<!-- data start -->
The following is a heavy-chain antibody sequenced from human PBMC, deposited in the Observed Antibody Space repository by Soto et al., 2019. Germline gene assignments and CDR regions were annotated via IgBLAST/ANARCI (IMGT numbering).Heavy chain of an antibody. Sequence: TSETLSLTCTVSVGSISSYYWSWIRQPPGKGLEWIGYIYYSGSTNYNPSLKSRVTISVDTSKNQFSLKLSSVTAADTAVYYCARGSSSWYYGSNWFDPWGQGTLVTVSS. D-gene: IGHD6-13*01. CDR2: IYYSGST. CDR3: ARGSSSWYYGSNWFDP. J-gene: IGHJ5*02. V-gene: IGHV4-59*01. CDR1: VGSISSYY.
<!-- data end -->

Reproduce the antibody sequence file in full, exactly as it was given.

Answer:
The following is a heavy-chain antibody sequenced from human PBMC, deposited in the Observed Antibody Space repository by Soto et al., 2019. Germline gene assignments and CDR regions were annotated via IgBLAST/ANARCI (IMGT numbering).Heavy chain of an antibody. Sequence: TSETLSLTCTVSVGSISSYYWSWIRQPPGKGLEWIGYIYYSGSTNYNPSLKSRVTISVDTSKNQFSLKLSSVTAADTAVYYCARGSSSWYYGSNWFDPWGQGTLVTVSS. D-gene: IGHD6-13*01. CDR2: IYYSGST. CDR3: ARGSSSWYYGSNWFDP. J-gene: IGHJ5*02. V-gene: IGHV4-59*01. CDR1: VGSISSYY.